And important issues such as taxation also changed dramatically. In the 19th century, high tariffs and alcohol excise taxes fueled the federal government. Nowadays, the income tax and FICA dominate revenue. Republicans, once the high-tariff party, now pretend to the low-tax party.
An even greater flip-flop occurred over the management of trade. Republicans from Lincoln to Hoover were protectionist. Today, it is the Republicans who seem more rhetorically comfortable with the “free trade” label (and thus a wee bit closer in spirit to “laissez faire”), though Rick Santorum and Pat Buchanan remain hold-overs from the longest of long-gone eras, still insisting on Protection.
As usual, Democrats are either solidly statist on subjects like trade (regulate it more! tax it more! prohibit! mandate! more more more!), or else waffle. Though the Democratic Party tried to reclaim the mantle of Free Trade in FDR’s time (considering the debacle of Herbert Hoover-supported Smoot-Hawley), combining it with an interventionist foreign policy in the Cold War, these days everything seems up for grabs.
And this is where the libertarians appear in the landscape as so different from all other groups. They are a tad more predictable. (Libertarians call this quality “consistent” or “principled.”) You generally know what they are going to support. Freedom. Responsibility. Limited government. The Bill of Rights. Things like that.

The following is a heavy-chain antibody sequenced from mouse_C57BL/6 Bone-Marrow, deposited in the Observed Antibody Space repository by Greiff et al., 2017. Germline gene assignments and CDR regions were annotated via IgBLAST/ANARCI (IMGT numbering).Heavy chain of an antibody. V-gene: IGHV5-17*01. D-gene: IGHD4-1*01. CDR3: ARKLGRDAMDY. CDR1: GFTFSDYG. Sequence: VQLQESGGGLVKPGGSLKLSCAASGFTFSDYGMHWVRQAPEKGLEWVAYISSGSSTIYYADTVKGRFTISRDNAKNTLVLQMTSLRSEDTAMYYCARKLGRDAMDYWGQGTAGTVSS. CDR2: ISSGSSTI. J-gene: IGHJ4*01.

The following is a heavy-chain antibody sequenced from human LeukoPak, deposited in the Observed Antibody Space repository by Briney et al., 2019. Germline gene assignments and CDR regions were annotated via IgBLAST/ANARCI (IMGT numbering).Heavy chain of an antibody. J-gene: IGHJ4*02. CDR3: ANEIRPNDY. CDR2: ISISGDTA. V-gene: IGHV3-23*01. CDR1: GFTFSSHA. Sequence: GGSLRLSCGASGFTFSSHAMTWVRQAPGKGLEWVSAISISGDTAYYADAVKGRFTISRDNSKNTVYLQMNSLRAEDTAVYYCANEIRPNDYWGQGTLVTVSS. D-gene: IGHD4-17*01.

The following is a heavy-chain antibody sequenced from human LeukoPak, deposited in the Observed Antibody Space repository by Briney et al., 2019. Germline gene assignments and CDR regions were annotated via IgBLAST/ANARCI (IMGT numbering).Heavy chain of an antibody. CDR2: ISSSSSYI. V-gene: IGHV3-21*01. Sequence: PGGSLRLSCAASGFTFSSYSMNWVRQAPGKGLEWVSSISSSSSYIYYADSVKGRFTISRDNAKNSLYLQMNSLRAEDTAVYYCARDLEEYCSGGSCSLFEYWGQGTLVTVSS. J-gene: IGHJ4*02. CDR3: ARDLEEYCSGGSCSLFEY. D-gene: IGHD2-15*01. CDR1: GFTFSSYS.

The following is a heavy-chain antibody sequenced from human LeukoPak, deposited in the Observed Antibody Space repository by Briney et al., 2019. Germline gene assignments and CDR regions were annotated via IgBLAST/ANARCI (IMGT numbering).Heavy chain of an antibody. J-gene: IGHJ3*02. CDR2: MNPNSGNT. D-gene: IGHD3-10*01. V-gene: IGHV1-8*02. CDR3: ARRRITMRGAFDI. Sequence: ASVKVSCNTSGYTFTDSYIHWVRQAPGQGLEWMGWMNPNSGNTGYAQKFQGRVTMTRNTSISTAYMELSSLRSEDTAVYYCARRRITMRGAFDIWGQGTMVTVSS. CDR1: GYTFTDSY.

Which opens them up to the old charges of being “doctrinaire” and “ideological” and “closed.”
In the New York Times piece, Draper dutifully quotes Republican insider David Frum for the anti-libertarian perspective. “It’s a completely closed and airless ideological system that doesn’t respond well to reality. . . . Libertarians are like Marxists in that they have prophets like von Mises and Hayek, and they quote from their holy scripture, and they don’t have to engage.”
Well, you might understand why libertarians would have some trouble engaging with David Frum and his former boss, George W. Bush. Libertarians witnessed — as did all Americans — how Bush engaged with others during his years in office. His one good idea (reforming Social Security) got nowhere, but his bad ideas multiplied. As did the numbers in the federal debt. As did the pages in the Tax Code, and the Federal Registry. As did the numbers of people dying in foreign countries as a direct result of dubious claims to certainty on matters of foreign policy.
Bush didn’t consult Mises and Hayek as scripture. He was more spiritually attuned to first impressions. He looked into Putin’s soul.
And came up with a corker. (American policy towards Russia has since moved on to cheesy reset buttons and the president whispering his weakness to Russian underlings.)